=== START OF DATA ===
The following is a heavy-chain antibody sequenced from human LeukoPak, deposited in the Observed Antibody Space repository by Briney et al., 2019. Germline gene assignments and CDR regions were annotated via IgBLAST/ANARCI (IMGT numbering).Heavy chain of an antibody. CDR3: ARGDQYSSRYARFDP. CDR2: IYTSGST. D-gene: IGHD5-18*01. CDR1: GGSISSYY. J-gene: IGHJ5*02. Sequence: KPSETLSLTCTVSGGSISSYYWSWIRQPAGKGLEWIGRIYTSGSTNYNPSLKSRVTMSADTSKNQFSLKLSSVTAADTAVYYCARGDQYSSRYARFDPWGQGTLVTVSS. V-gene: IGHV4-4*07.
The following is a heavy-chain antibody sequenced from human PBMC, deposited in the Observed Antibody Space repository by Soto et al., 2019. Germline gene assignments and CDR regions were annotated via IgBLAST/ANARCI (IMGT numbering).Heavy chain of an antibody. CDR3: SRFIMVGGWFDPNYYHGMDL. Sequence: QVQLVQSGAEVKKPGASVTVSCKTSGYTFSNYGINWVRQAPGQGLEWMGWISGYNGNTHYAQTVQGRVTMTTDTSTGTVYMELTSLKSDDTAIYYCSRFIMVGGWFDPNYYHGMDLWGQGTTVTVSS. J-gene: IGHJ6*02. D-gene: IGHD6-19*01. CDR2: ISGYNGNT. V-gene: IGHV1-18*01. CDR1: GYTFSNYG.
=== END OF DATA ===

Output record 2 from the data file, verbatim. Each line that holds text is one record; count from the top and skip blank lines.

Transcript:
The following is a heavy-chain antibody sequenced from human PBMC, deposited in the Observed Antibody Space repository by Soto et al., 2019. Germline gene assignments and CDR regions were annotated via IgBLAST/ANARCI (IMGT numbering).Heavy chain of an antibody. CDR3: SRFIMVGGWFDPNYYHGMDL. Sequence: QVQLVQSGAEVKKPGASVTVSCKTSGYTFSNYGINWVRQAPGQGLEWMGWISGYNGNTHYAQTVQGRVTMTTDTSTGTVYMELTSLKSDDTAIYYCSRFIMVGGWFDPNYYHGMDLWGQGTTVTVSS. J-gene: IGHJ6*02. D-gene: IGHD6-19*01. CDR2: ISGYNGNT. V-gene: IGHV1-18*01. CDR1: GYTFSNYG.